The biomechanics of the rotator cuff in health and disease – A narrative review

Akhtar, Ahsan, Richards, James orcid iconORCID: 0000-0002-4004-3115 and Monga, Puneet (2021) The biomechanics of the rotator cuff in health and disease – A narrative review. Journal of Clinical Orthopaedics and Trauma, 18 . pp. 150-156. ISSN 0976-5662

[thumbnail of Author Accepted Manuscript]
PDF (Author Accepted Manuscript) - Accepted Version
Available under License Creative Commons Attribution Non-commercial No Derivatives.


Official URL:


The rotator cuff has an important role in the stability and function of the glenohumeral joint. It is a complex anatomic structure commonly affected by injury such as tendinopathy and cuff tears. The rotator cuff helps to provide a stabilising effect to the shoulder joint by compressing the humeral head against the glenoid cavity via the concavity compression mechanism. To appreciate the function of the cuff it is imperative to understand the normal biomechanics of the cuff as well as the mechanisms involved in the pathogenesis of cuff disease.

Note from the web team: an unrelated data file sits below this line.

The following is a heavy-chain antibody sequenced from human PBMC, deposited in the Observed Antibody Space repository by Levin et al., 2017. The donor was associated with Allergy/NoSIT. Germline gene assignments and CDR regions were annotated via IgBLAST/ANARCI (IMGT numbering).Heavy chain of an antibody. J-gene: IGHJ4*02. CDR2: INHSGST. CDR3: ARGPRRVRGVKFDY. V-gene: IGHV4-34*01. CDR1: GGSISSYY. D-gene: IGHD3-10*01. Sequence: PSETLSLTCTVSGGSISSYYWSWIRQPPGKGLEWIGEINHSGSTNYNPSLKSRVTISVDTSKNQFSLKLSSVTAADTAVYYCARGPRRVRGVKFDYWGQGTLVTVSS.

The shoulder joint offers a wide range of motion due to the variety of rotational moments the cuff muscles are able to provide. In order for the joint to remain stable, the cuff creates a force couple around the glenohumeral joint with coordinated activation of adjacent muscles, which work together to contain the otherwise intrinsically unstable glenohumeral joint and prevent proximal migration of the humerus. Once this muscular balance is lost, increased translations or subluxation of the humeral head may result, leading to changes in the magnitude and direction of the joint reaction forces at the glenohumeral joint. These mechanical changes may then result in a number of clinical presentations of shoulder dysfunction, disease and pain.

This narrative review aims to highlight the importance of functional rotator cuff biomechanics whilst assessing the kinetics and kinematics of the shoulder joint, as well as exploring the various factors involved in cuff disease.

Repository Staff Only: item control page